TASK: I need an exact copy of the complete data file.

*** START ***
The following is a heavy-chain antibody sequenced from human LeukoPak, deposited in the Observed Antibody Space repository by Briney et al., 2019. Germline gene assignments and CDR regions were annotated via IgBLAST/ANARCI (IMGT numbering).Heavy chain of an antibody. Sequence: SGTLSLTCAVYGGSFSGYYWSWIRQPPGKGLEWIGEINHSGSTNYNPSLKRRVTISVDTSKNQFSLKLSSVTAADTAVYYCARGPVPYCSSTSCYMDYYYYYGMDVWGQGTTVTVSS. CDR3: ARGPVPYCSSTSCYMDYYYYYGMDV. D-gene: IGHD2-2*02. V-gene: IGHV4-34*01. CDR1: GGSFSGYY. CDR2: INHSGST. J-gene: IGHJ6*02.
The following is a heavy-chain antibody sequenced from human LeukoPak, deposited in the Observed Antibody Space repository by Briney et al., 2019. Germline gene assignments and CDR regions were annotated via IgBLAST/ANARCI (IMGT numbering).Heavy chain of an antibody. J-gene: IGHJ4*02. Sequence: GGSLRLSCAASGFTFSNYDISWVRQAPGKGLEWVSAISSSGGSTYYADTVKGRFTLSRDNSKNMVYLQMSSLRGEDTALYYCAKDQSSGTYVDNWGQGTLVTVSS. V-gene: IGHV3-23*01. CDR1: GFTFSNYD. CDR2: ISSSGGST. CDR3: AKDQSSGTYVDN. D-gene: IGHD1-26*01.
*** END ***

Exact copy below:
The following is a heavy-chain antibody sequenced from human LeukoPak, deposited in the Observed Antibody Space repository by Briney et al., 2019. Germline gene assignments and CDR regions were annotated via IgBLAST/ANARCI (IMGT numbering).Heavy chain of an antibody. Sequence: SGTLSLTCAVYGGSFSGYYWSWIRQPPGKGLEWIGEINHSGSTNYNPSLKRRVTISVDTSKNQFSLKLSSVTAADTAVYYCARGPVPYCSSTSCYMDYYYYYGMDVWGQGTTVTVSS. CDR3: ARGPVPYCSSTSCYMDYYYYYGMDV. D-gene: IGHD2-2*02. V-gene: IGHV4-34*01. CDR1: GGSFSGYY. CDR2: INHSGST. J-gene: IGHJ6*02.
The following is a heavy-chain antibody sequenced from human LeukoPak, deposited in the Observed Antibody Space repository by Briney et al., 2019. Germline gene assignments and CDR regions were annotated via IgBLAST/ANARCI (IMGT numbering).Heavy chain of an antibody. J-gene: IGHJ4*02. Sequence: GGSLRLSCAASGFTFSNYDISWVRQAPGKGLEWVSAISSSGGSTYYADTVKGRFTLSRDNSKNMVYLQMSSLRGEDTALYYCAKDQSSGTYVDNWGQGTLVTVSS. V-gene: IGHV3-23*01. CDR1: GFTFSNYD. CDR2: ISSSGGST. CDR3: AKDQSSGTYVDN. D-gene: IGHD1-26*01.